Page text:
- Engage in costly signaling that is not going to do much about the problem. Because global warming is such a large problem, one state or town’s reducing their pollution is not going to make a meaningful difference. Thus, rather than do anything about the actual problem, governments have an enormous incentive to “show that they care” by commissioning new public works projects or demanding/subsidizing expensive clean sources of energy, and little incentive to actually reduce the amount of pollution. Most evidence is that adding things like solar panels or wind turbines increase the amount of energy consumed; there isn’t much of a substitution effect away from polluting sources of energy.
- Shut down factories in Third World countries. At low levels of average income, there’s a tradeoff between clean air and economic productivity, and the way to settle the debate in favor of clean air is to raise everyone’s income enough that they start to demand the shutdown of the factories. China is just starting to lift millions of its citizens out of poverty and give them a chance at leading a life away from a rural village; draconian legislation would send those millions back to lives barely above the subsistence level. Yes, these pollutants are causing respiratory problems on a wide scale, but they are also engines for economic growth, so there’s a tradeoff there.
- Raise import and export tariffs. This is bad policy; here's an article that lays out the basic arguments.
- Raise the price of polluting. There is a flipside to pollution, which is that pollution is a byproduct of producing things that we really value. For example, flying halfway around the world generates a significant amount of pollution. But we also value the freedom to travel and live in India. So if we want to reduce pollution, we should also be careful not to reduce people’s freedoms to do things that they enjoy. What we can do is raise the price of doing things that happen to generate lots of pollution, like driving cars or using electricity. The easiest way to do this without creating lots of skewed incentives in an economy is to use a carbon tax, or to cap emission levels and allow firms to trade permits. Heavy-polluting firms would then have an incentive that would allow them to save money and help the planet at the same time.
- Educate consumers about pollution and waste and encourage them to recycle. Which this video does, although the reasoning behind it is mostly flawed.
- Non-intrusive measures that help cut down on smog. For example, some cities in Thailand offered free tune-ups to especially smoggy vehicles, which helped lower the overall pollution level in those cities. A study from McKinsey suggests that most companies could save money and help the planet at the same time; the net effects from switching to cleaner technology are positive. Specific subsidies for replacements of especially bad pollutants wouldn’t hurt either.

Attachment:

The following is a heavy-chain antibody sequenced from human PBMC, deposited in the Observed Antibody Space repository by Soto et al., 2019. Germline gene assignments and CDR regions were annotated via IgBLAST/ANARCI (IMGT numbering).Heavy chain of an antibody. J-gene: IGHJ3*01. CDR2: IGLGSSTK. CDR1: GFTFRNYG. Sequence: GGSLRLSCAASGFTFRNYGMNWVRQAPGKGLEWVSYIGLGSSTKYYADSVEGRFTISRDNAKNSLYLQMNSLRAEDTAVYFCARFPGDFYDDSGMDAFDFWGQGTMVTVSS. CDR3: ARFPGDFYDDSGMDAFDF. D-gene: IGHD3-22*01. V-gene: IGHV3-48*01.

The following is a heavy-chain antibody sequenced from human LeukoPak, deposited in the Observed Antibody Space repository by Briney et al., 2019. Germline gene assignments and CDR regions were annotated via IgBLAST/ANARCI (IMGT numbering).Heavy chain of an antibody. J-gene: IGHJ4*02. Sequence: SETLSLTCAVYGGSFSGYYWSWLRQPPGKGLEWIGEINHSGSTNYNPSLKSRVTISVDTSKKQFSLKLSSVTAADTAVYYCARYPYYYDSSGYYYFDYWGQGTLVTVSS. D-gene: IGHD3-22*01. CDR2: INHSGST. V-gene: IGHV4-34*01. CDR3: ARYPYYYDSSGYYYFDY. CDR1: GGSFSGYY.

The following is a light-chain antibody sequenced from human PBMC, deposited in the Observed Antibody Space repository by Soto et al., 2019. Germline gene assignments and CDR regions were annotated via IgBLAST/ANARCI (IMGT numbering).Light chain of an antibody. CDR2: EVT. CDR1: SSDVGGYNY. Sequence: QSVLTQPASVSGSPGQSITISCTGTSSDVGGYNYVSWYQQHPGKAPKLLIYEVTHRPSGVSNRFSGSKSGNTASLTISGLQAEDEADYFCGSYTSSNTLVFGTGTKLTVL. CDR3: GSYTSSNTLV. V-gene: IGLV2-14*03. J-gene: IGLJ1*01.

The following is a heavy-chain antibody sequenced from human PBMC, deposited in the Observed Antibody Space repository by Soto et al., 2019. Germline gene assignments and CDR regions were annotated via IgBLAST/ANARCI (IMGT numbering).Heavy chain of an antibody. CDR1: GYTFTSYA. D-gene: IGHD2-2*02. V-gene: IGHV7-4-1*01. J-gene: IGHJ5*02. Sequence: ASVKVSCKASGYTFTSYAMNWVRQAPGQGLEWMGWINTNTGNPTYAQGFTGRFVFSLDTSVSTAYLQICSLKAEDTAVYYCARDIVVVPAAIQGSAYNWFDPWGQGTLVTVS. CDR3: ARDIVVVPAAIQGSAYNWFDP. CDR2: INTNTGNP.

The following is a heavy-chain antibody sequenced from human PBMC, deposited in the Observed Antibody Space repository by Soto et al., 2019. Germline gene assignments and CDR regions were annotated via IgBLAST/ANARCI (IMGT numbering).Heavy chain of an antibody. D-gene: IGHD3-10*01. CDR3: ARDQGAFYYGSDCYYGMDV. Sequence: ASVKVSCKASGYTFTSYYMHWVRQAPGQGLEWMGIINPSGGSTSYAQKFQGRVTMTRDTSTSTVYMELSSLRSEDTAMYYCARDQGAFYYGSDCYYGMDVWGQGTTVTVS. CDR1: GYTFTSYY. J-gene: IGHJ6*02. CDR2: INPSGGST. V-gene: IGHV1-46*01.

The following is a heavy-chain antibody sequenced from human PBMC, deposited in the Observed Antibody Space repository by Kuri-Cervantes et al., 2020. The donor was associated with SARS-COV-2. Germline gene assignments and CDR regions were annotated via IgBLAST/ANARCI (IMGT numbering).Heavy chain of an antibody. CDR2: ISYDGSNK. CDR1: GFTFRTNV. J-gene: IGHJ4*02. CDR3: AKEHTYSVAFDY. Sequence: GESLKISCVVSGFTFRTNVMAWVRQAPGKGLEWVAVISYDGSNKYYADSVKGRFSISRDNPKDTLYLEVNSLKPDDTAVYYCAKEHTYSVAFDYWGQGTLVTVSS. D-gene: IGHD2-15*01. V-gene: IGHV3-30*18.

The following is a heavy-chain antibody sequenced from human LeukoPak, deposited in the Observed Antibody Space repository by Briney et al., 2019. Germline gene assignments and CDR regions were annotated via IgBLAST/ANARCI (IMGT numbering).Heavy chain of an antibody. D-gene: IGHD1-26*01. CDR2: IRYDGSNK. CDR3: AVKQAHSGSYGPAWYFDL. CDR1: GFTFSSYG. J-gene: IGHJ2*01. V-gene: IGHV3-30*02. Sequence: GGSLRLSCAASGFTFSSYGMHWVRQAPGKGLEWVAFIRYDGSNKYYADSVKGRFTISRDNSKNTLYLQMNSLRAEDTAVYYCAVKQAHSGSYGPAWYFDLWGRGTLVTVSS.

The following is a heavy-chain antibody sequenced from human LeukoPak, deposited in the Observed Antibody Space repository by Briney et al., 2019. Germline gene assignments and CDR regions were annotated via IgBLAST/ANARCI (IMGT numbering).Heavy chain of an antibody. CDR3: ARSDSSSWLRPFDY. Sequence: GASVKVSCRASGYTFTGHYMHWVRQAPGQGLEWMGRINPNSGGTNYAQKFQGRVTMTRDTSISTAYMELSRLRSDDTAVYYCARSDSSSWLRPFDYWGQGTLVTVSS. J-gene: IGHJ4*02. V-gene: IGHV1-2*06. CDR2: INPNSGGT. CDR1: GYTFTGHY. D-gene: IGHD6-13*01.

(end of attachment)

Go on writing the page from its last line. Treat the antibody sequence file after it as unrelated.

- The average company takes in about six percent more in revenue than it spends in expenses. That’s not an obscene amount of profit. Furthermore, for most companies, pollution isn’t profitable; most pollution is directly tied to energy use, so companies have an incentive to cut down on energy use, which cuts down indirectly on the amount of pollution.
- Fashion: The narrator blames fashion, and consumers always needing to buy new products, on firms. If firms were responsible, then we would expect fashion anywhere and everywhere to be a monetary phenomenon. This is not the case. For example, children wearing school uniforms have fashionable and unfashionable ways of wearing them; styles like sagging become trendy and then become un-trendy. Companies were smart to notice this, and marketed their products accordingly. Should we pass a law so that Apple can only come out with one new product every two years, or that you can only buy new clothes once a year? No.
- Fashion also serves a valuable social purpose, by letting us know who’s desirable and who isn't. Fashion trend-setters of all socioeconomic classes are generally high status people. Trend followers are medium status and people who don’t follow trends at all are generally low status. If you can follow fashion well, then you’re probably well in tune with the needs of others and a desirable person to be around. Copying others, or getting others to follow our trend, thus has a valuable sorting purpose, leading to better matching, lower divorce costs, etc. We shouldn’t shame or judge people for following fashion, or hate companies for helping us sort people in this way. If I had to pick one argument out of the bunch that readers of this post are likely to hate, it’s this one.
- Note that in some circles it’s become fashionable to reject corporate fashion and instead shop at goodwill or wear old clothes, and that’s cool too.
For the relatively well off in the West, purchasing fewer goods and finding a social group where members judge other members for things unrelated to the purchases they make may make a person better off. Educating consumers about the aims of marketing, and publicizing the problem of pollution, cannot hurt either. But companies are not evil, and we should not impose our belief systems upon others, especially people in the Third World, who grow up in cultures and socioeconomic situations radically different from our own.